Soaps and their Mileage for Sustainability
Sanitation has been a worldwide problem. According to the World Health Organization, there 2.3 billion people who do not have basic sanitation facilities such as toilets or latrines, while around 842,000 people in the low- and middle-income countries die from lack of sanitation. Poor sanitation has brought diseases to the table, commonly transmitting diseases such as cholera, diarrhea, dysentery, hepatitis A, typhoid and polio. This means that sanitation is a must in order to live a longer life. On the other hand, there is too much soap waste being collected every year, taking India, for example, with 11.3 tonnes of soap waste collected from 17 hotels in the country. Fortunately, these issues have gotten the attention of sustainability leaders and are now making a move to spread sanitation and sustainability all around the world, such as Diversey, a player in the sanitation aspect of the Hospitality industry.
Himanshu Jain, President, APAC, Diversey, proved that soaps, even the thrown ones, are never useless. Explaining ‘Soap for Hope’ and how it came to be, Mr Jain said that since the company has been focusing on “educating and promoting cleanliness and hygiene in the communities”, they have witnessed even the simplest of sanitation can have an impact on the overall health of the person.
He said: “hospitality is one of the key sectors that we cater to. We observed that in the policies of housekeeping and maintenance, a lot of soaps get discarded in an unused or barely-used condition. This, not just adds up to the land-fill of waste created by the property, but also, an actual waste of the cleaning trait of the soap.”
“Soaps have a property of self-cleaning, which means, it cannot be contaminated completely. Functionally, every time the top layer of the soap is replaced, it’s again as good as new. We applied this simple logic to bridge the disparity between a luxury hotel and the slums, which both exist in the same reality, with this project called Soap For Hope,” Mr. Jain added.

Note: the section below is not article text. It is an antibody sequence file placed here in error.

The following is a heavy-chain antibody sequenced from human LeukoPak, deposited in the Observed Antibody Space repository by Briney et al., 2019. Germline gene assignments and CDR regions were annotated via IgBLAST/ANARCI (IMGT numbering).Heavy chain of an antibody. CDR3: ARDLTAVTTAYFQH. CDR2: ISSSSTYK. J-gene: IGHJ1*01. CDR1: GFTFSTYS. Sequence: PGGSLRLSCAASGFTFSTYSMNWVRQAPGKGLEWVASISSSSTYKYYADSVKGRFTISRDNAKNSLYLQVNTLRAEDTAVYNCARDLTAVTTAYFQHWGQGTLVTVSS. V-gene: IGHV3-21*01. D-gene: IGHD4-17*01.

‘Soap for Hope’ is a program that collects leftover soaps from hotels and delivers it to sites wherein local people reprocess it with through a cold press method and distributes the new soaps to local communities in need of proper sanitation. The program is said to have the capacity to provide soaps to 2,000 people per year; hence saving the lives of 1.5 million through the power of good hygiene.
Regarding the impact of touching the soap-variable to the issues that revolve around sanitation, hygiene, and diseases that come when neglected, Mr. Jain said the program is critical for it serves as the introduction of people towards their battle with communicable diseases caused by improper sanitation and hygiene.
“Soap For Hope is critical because introducing the cleaning agent in the day-to-day practice actually saves a lot by fighting the most prevalent and communicable diseases. To generalize, the hands of the kids are the vectors that carry germs into a household. And this is where we focus hugely in our campaigns. Diversey, as a company, has always looked at sustainability and technologies which can bring about a revolution towards cleaning and hygiene,” he explained.
“Climate change, growing competition for energy, stress on water supplies and managing waste are among the leading environmental challenges the world currently faces. Diversey believes that it must contribute to global solutions; and works to continuously enhance the efficiencies of its offices and manufacturing facilities around the world.”
Bankmer, 8th Floor, Building, 6756, Ayala Ave, Makati, 1226 Philippines
+63 2 8459458